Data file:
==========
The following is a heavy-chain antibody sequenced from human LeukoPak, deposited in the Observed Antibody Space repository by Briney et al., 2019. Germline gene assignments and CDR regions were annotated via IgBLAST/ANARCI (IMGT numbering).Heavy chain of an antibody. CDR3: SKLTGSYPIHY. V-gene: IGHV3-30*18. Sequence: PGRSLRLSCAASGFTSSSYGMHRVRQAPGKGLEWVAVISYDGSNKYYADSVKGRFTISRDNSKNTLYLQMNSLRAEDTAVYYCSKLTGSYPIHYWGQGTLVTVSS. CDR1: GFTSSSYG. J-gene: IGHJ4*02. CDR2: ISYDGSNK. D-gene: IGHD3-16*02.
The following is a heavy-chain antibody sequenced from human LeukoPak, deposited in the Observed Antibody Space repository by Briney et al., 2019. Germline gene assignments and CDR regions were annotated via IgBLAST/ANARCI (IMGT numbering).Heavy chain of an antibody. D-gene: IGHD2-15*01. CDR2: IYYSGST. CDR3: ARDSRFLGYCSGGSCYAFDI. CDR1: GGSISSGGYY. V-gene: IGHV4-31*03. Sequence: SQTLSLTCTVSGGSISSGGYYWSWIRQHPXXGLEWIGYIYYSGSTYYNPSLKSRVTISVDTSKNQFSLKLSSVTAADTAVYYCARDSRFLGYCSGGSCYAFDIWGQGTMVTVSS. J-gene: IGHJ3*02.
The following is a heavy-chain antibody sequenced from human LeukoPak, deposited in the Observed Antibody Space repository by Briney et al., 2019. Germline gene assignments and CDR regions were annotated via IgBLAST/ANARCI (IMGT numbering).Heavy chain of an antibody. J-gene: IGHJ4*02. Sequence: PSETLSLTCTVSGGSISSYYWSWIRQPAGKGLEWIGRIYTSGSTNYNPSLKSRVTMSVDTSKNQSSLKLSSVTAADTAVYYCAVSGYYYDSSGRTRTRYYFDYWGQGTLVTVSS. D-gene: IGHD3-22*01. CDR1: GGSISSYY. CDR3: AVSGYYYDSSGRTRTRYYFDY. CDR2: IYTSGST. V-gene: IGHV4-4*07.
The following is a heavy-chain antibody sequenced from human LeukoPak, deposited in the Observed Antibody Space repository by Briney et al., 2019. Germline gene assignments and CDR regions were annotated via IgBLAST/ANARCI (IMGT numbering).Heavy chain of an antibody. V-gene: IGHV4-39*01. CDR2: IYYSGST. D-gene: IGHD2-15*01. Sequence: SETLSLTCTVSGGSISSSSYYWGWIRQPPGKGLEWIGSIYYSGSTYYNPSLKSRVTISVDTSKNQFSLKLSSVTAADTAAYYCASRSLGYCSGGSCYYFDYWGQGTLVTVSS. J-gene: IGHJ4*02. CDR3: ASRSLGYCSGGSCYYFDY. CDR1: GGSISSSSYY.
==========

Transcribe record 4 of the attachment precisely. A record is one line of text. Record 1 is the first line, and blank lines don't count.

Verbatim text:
The following is a heavy-chain antibody sequenced from human LeukoPak, deposited in the Observed Antibody Space repository by Briney et al., 2019. Germline gene assignments and CDR regions were annotated via IgBLAST/ANARCI (IMGT numbering).Heavy chain of an antibody. V-gene: IGHV4-39*01. CDR2: IYYSGST. D-gene: IGHD2-15*01. Sequence: SETLSLTCTVSGGSISSSSYYWGWIRQPPGKGLEWIGSIYYSGSTYYNPSLKSRVTISVDTSKNQFSLKLSSVTAADTAAYYCASRSLGYCSGGSCYYFDYWGQGTLVTVSS. J-gene: IGHJ4*02. CDR3: ASRSLGYCSGGSCYYFDY. CDR1: GGSISSSSYY.